John Bowlby's Attachment Theory And Theories

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John Bowlby (1907 – 1990) was a British psychologist most known for his work developing Attachment Theory. Bowlby initially graduated in 1928 at age 21 from Trinity College at Cambridge going on to gain various postgraduate degrees. Bowlby spent most of his early career working with children at various institutes such as the London Child Guidance Clinic where he worked as a psychiatrist. It was not until 1946 that the beginnings of his theory were laid down when he joined the Tavistock Insititue, researching the effects on young children when separated from primary caregivers (Encyclopædia Britannica, 2016). Bowlby’s work was gradual with his theory slowly developed with three main papers published in 1958, 1960 and 1963 that outlined his Attachment Theory (Holmes, 1993).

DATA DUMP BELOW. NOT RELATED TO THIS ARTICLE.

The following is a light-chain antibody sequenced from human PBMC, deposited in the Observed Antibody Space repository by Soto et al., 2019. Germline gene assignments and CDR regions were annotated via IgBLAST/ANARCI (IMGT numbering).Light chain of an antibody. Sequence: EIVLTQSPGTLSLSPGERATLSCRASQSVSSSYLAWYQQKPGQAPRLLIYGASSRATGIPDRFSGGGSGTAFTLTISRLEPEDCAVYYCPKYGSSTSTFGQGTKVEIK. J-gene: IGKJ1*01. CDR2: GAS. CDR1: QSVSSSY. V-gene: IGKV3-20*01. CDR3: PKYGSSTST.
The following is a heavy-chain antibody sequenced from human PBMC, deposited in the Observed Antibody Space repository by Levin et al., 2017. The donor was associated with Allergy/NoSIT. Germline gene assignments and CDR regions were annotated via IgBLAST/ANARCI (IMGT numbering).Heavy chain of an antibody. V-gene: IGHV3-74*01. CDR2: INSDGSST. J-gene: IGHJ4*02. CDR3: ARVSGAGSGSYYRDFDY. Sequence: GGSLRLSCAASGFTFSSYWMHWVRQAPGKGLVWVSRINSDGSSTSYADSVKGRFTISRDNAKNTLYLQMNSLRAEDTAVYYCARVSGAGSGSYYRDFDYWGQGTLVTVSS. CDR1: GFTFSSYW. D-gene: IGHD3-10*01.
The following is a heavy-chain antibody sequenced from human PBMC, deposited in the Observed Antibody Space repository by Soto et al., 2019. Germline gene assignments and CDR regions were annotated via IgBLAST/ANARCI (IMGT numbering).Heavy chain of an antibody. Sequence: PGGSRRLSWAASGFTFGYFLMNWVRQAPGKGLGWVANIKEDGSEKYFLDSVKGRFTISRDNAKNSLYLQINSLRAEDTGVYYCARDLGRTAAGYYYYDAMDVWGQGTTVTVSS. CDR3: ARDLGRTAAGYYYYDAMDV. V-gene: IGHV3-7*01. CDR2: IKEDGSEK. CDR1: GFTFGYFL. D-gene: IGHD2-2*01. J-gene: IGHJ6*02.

This theory revolves around the relationships formed between an infant and their caregivers from birth to age three. More recent examinations of Bowlby’s theory by Psychiatrists such as Holmes (1993) summarise it as, in essence, a spatial theory, meaning, it is based on the development of relationships between infant and caregiver is dependent on proximity from each other. The idea of a relationship built on proximity is outlined in three key factors of Proximity Seeking, the ‘Secure Base’ Effect and Separation Protest. These factors are Bowlby’s foundation for a relationship between infant and caregiver arising from a mixture of innate human nature and learnt behaviours from the environment around the
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